The Maine Edge reported on High Touch Courses’ UMaine-affiliated Summer Technology Camp to be held in Orono. The camp is an intensive, project-based overnight and day camp for middle and high school students who want to change the world with technology. Four weeklong courses on different themes will be offered from July 7 through Aug. 1. Students can attend every week or take individual courses. Course topics are Web design, 3-D art and graphic design, game development, and hardware architecture.
Patty Counihan, director of the Career Center at the University of Maine, spoke with the Portland Press Herald for the article, “Finding a job isn’t getting any easier for Maine teens.” Counihan said hiring plunged five or six years ago, but “it seems like it is coming back slowly but surely.” In 2009, she told the Press Herald, about 60 companies signed up to recruit workers on campus, and this year it was back up to the normal level of around 100. She said the university doesn’t compile overall job placement figures until about six months after a class graduates, but knows IBM hired a handful of UMaine graduates this year, while Enterprise Rent-A-Car hired nine. She said a substantial number of other graduates had offers or interest from potential employers, as well.
Mark Brewer, a political science professor at the University of Maine, was quoted in a Portland Press Herald article about the results of the Democratic and Republican primaries for Maine’s 2nd Congressional District. Emily Cain won the nomination as the Democratic candidate, and Bruce Poliquin won over Kevin Raye in the district’s Republican primary. Voter turnout was predictably low across the district, according to the article. Brewer said final turnout numbers would be a key factor in the Republican race, saying before the results were in that a heavy turnout would benefit Raye and a low turnout would help Poliquin.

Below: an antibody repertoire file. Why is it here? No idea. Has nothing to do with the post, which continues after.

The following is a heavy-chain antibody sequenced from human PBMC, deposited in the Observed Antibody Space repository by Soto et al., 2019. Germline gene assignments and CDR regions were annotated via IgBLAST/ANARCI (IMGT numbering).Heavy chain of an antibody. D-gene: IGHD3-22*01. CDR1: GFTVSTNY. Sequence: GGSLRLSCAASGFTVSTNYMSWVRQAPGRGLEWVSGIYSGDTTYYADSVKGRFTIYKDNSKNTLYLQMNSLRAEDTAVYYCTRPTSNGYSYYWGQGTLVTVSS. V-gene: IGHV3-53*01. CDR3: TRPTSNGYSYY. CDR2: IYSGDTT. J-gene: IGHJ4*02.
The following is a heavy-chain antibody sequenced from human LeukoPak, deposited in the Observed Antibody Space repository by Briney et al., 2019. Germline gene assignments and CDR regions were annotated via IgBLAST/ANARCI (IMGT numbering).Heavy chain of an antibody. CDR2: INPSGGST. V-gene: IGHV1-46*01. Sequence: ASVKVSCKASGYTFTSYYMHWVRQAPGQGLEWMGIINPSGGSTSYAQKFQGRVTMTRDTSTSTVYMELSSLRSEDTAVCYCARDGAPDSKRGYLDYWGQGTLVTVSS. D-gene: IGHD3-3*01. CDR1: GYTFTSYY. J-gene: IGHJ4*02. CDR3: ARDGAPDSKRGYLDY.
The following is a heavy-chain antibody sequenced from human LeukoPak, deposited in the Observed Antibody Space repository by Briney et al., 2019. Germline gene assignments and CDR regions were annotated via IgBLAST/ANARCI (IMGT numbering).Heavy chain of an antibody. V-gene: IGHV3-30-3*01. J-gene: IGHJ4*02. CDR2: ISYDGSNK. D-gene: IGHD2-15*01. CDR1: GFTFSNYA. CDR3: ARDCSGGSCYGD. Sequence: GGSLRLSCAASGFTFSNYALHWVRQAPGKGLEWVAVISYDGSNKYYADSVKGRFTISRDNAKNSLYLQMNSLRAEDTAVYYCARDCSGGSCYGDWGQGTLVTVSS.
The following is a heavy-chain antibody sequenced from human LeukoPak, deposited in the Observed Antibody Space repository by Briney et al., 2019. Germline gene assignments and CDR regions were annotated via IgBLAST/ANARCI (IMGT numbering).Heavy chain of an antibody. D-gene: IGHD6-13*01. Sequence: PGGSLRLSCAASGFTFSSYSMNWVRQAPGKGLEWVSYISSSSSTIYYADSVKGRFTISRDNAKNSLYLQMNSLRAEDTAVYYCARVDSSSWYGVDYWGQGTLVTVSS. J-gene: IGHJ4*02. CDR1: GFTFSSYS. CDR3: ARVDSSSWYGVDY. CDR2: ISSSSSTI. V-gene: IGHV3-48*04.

David Handley, a University of Maine Cooperative Extension specialist of vegetables and small fruits at UMaine’s Highmoor Farm in Monmouth, was interviewed for a Portland Press Herald article about the best methods for growing native berries. Handley shared tips for successfully growing strawberries, blueberries, raspberries and blackberries at home.
The Bangor Daily News published the opinion piece “Women’s ‘confidence problem’? It’s so much more” by Amy Blackstone, an associate professor and chairwoman of the University of Maine’s Sociology Department. Blackstone also is a member of the Maine Regional Network, part of the Scholars Strategy Network, which brings together scholars across the country to address public challenges and their policy implications. Members’ columns appear in the BDN every other week.
The Maine Edge published an advance on the “Albers & Heirs” exhibit presented by the University of Maine Department of Art. The exhibit will showcase the work of artist, educator and color theorist Josef Albers and two of his students, globally recognized artists Neil Welliver and Jane Davis Doggett. The show will run June 16 to July 18 in the Lord Hall Gallery on campus. An opening reception and gallery tour will be held 5–7 p.m. Monday, June 16. During the event, exhibit curator Osvaldo Monzon will give a gallery talk, titled “To Make Eyes Open,” and Doggett will speak about her time at Yale where she worked with and was influenced by art faculty members Albers and Welliver.
The University of Maine’s DeepCwind Consortium was featured in an IEEE Spectrum article about developments in prototype testing of offshore wind turbines. UMaine’s prototype offshore turbine, currently floating in Penobscot Bay, is one of only five in operation around the world and the only one in the U.S. Habib Dagher, director of UMaine’s Advanced Structures and Composites Center and leader of the consortium, was interviewed for the article and discussed the powerful capabilities of the turbine, which is in hopes to cut the cost of offshore wind power by more than half by the mid-2020s.
The Maine Edge carried a report stating the University of Maine Cooperative Extension in Piscataquis County will give away 300 cherry tomato plants as part of the One Tomato Project to increase the number of people growing food. Extension personnel will distribute tomato plants to county food cupboards June 13 and 20, and plants will be given away the week of June 23, at the Dover-Foxcroft Cooperative Extension office.